. Last Updated: 07/27/2016

War's 'Romeo and Juliet' Brought to Final Graves

SARAJEVO -- Three years after they died for love, the Moslem girl and Serb boy whose fate symbolized the madness of Sarajevo's ethnic division have been brought home.


The bodies of Admira Ismic and Bosko Brkic were exhumed from an untended grave in a Serb military cemetery and shipped back to the reunified city whose wartime horrors they tried to flee.


They will be buried side by side Wednesday in Sarajevo's Lion Cemetery in graves within sight of the cafe where they courted.


Lowering of the coffins into their final resting places will mark the end of a journey that began hopefully in May 1993.


Confident they had guarantees of safety, Admira and Bosko walked from Bosnian government front lines in the heart of the city, between buildings bristling with guns, toward Serb-held Grbavica. They planned to go to Belgrade and on to a life abroad.


A volley of gunfire cut them down in no-man's-land. Admira crawled toward Bosko, put her arm around him and together they died.


For eight days their corpses lay in the sun as the two sides disputed who had killed the lovers, and who should risk death to gather them for burial.


"Some people don't realize the greatness of their death," said Admira's father, Zijah Ismic. "He stayed in Sarajevo because of her and she wanted to reward him by leaving with him to the Serb side."


Just as blame for their death is obscured by deceit and treachery, so too is the way the bodies were recovered.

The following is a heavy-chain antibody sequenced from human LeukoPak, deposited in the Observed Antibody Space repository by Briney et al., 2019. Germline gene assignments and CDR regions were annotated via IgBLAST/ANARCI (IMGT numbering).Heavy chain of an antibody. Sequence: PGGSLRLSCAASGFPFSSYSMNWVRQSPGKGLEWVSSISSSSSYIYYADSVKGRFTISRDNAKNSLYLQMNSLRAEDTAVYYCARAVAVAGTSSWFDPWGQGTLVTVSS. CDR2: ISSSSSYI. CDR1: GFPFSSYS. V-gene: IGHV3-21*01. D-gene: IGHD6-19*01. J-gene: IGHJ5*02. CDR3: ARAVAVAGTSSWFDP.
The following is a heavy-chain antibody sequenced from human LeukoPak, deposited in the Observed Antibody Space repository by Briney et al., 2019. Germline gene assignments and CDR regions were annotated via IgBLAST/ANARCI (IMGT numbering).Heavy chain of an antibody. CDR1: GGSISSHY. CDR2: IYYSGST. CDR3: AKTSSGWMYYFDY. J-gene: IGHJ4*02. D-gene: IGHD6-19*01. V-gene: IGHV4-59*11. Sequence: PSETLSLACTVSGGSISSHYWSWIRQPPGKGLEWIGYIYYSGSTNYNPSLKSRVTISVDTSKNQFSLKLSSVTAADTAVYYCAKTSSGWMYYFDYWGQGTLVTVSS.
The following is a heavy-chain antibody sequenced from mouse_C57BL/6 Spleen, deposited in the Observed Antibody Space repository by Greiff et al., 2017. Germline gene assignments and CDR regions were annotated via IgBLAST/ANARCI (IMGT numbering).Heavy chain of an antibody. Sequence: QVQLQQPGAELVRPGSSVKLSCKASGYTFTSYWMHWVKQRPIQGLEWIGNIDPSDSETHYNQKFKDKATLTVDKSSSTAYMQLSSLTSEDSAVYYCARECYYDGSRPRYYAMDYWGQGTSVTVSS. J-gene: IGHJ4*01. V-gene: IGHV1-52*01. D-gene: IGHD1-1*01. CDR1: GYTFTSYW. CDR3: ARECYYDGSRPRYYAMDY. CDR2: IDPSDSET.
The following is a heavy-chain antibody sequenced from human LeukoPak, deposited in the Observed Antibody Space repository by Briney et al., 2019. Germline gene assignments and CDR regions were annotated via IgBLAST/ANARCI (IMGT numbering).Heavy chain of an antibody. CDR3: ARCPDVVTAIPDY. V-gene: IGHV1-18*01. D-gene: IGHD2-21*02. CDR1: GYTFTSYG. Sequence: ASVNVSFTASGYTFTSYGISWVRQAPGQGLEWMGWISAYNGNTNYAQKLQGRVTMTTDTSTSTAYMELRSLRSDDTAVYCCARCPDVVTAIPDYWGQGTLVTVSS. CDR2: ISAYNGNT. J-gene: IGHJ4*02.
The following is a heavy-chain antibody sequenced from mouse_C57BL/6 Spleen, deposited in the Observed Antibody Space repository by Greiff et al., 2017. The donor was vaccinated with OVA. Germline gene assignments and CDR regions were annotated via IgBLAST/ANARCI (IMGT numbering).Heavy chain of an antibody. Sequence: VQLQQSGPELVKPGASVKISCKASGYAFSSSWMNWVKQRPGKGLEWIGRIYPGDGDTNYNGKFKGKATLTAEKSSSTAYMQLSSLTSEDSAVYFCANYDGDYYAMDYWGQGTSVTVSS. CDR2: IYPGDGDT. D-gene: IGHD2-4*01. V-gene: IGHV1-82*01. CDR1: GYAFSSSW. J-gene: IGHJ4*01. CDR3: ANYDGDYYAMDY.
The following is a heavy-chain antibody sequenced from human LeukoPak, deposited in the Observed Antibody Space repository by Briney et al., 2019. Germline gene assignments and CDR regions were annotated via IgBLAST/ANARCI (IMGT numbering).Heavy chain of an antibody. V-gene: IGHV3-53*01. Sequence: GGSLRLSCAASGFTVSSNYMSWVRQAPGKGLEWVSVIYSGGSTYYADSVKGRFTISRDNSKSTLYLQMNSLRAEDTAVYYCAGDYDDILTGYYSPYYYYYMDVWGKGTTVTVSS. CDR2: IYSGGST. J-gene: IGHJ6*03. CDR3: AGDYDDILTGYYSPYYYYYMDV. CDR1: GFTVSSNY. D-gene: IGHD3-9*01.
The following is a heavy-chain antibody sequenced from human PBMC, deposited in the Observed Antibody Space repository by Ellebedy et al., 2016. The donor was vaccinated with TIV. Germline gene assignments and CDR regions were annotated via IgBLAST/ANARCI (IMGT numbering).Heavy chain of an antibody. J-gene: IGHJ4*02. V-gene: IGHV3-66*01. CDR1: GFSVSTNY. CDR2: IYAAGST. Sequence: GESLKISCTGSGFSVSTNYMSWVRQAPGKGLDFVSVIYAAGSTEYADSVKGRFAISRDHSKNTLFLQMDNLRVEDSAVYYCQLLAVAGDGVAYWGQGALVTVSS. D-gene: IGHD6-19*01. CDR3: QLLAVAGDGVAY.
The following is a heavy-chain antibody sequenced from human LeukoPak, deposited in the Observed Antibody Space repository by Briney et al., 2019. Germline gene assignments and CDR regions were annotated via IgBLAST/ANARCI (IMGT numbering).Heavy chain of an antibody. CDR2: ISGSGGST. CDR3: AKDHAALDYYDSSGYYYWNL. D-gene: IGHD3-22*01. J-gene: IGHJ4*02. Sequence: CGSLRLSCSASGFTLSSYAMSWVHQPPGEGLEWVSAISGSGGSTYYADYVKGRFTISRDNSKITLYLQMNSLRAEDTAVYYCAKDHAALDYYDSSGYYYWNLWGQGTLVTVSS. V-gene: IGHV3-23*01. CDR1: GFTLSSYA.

Serb militiamen say they staged a night-time dash to pick them up. Moslem prisoners of the Serbs say they were tethered by ropes and dispatched to fetch the corpses.


Zijah and his wife, Nera, found Serb friends to exhume their beloved daughter and the boy they treasured as a son from territory that the war's end has not yet made safe to visit.


"At first I didn't want to disturb them in their peace but my wife and mother insisted we get them so that people can come to their graves and visit them," Zijah said.


The couple, dubbed Sarajevo's "Romeo and Juliet" by the media, were sweethearts for eight years before their deaths at the age of 25. They grew up in a city where inter-ethnic marriage was common until nationalist hatred blossomed.


"If they'd had religion on their mind they wouldn't have been together," said Zijah.


Zijah paid for an expensive private autopsy on both bodies. The examination found a machine gun bullet in Admira's chest and wounds he believes show they were shot by Bosnian Serbs. But since he will never know why, the knowledge brings no comfort.


"It's more important to bury them here than [to] find out who shot them, as they're dead anyway. I can't change what happened, can't bring them back to life," he said.